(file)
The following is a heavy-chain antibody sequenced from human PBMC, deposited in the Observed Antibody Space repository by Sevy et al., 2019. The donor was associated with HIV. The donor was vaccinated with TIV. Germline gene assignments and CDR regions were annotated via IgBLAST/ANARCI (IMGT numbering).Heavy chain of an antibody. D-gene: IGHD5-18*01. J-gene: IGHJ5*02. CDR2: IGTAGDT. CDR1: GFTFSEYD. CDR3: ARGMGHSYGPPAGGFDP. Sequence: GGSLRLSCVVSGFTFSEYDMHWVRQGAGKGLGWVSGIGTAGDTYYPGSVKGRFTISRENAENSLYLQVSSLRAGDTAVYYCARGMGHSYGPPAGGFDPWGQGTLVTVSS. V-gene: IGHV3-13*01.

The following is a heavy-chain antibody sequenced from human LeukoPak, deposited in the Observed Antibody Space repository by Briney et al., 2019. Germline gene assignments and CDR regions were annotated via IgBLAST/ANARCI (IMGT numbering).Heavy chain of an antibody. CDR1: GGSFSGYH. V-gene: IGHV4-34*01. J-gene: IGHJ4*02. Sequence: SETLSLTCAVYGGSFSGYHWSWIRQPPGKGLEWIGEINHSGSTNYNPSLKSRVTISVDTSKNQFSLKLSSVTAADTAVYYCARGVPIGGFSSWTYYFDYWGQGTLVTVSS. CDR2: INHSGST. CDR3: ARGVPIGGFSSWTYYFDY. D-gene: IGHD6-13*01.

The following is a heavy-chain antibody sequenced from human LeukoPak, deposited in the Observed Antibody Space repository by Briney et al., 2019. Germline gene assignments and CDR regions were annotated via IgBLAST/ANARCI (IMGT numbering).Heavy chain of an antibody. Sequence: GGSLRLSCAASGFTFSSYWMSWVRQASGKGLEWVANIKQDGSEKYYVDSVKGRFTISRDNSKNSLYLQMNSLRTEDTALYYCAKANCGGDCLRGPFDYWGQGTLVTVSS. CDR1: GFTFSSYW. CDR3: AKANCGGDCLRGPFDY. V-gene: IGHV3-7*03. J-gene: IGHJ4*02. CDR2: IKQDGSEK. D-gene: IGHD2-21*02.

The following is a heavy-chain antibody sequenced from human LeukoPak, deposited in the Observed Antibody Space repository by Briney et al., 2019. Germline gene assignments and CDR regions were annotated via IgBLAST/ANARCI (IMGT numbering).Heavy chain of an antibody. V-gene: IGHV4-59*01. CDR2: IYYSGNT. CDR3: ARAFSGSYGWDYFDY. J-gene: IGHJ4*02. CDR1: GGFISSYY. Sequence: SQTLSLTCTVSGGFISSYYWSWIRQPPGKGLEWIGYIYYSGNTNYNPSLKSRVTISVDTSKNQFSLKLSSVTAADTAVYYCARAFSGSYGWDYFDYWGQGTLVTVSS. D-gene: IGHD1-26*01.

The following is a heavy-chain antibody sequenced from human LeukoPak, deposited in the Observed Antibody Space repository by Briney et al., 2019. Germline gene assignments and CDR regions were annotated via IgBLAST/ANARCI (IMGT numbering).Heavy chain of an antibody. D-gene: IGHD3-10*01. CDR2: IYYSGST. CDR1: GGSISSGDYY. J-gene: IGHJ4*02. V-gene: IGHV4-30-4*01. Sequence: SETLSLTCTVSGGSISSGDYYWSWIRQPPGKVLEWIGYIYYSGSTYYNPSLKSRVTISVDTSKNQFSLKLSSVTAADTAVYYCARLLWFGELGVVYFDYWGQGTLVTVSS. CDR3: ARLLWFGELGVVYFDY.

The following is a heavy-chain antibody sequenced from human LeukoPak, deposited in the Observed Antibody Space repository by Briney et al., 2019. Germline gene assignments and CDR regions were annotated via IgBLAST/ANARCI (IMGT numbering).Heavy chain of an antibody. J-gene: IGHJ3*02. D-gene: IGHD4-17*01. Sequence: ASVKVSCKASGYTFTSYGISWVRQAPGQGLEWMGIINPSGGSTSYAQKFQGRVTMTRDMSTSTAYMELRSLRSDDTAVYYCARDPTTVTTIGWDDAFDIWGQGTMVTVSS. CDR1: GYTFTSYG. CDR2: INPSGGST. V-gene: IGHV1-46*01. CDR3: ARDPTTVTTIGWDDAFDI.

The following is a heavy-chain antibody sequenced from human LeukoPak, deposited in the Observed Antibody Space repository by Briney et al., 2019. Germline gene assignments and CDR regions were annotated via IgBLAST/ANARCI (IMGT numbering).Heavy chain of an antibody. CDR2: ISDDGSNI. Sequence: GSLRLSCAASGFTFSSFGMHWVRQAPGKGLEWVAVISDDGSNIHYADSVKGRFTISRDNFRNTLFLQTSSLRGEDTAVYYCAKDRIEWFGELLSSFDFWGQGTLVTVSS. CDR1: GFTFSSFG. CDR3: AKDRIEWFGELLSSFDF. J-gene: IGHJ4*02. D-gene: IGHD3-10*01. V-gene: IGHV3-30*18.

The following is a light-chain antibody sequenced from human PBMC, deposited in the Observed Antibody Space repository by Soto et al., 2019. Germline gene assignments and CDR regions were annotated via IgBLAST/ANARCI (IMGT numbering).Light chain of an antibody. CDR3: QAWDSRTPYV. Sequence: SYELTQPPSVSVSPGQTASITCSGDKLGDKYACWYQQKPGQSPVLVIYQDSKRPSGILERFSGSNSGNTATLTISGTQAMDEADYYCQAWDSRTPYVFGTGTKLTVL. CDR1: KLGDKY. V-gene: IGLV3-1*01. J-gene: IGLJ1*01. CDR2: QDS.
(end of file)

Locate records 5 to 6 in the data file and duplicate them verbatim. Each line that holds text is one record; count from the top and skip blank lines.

The following is a heavy-chain antibody sequenced from human LeukoPak, deposited in the Observed Antibody Space repository by Briney et al., 2019. Germline gene assignments and CDR regions were annotated via IgBLAST/ANARCI (IMGT numbering).Heavy chain of an antibody. D-gene: IGHD3-10*01. CDR2: IYYSGST. CDR1: GGSISSGDYY. J-gene: IGHJ4*02. V-gene: IGHV4-30-4*01. Sequence: SETLSLTCTVSGGSISSGDYYWSWIRQPPGKVLEWIGYIYYSGSTYYNPSLKSRVTISVDTSKNQFSLKLSSVTAADTAVYYCARLLWFGELGVVYFDYWGQGTLVTVSS. CDR3: ARLLWFGELGVVYFDY.

The following is a heavy-chain antibody sequenced from human LeukoPak, deposited in the Observed Antibody Space repository by Briney et al., 2019. Germline gene assignments and CDR regions were annotated via IgBLAST/ANARCI (IMGT numbering).Heavy chain of an antibody. J-gene: IGHJ3*02. D-gene: IGHD4-17*01. Sequence: ASVKVSCKASGYTFTSYGISWVRQAPGQGLEWMGIINPSGGSTSYAQKFQGRVTMTRDMSTSTAYMELRSLRSDDTAVYYCARDPTTVTTIGWDDAFDIWGQGTMVTVSS. CDR1: GYTFTSYG. CDR2: INPSGGST. V-gene: IGHV1-46*01. CDR3: ARDPTTVTTIGWDDAFDI.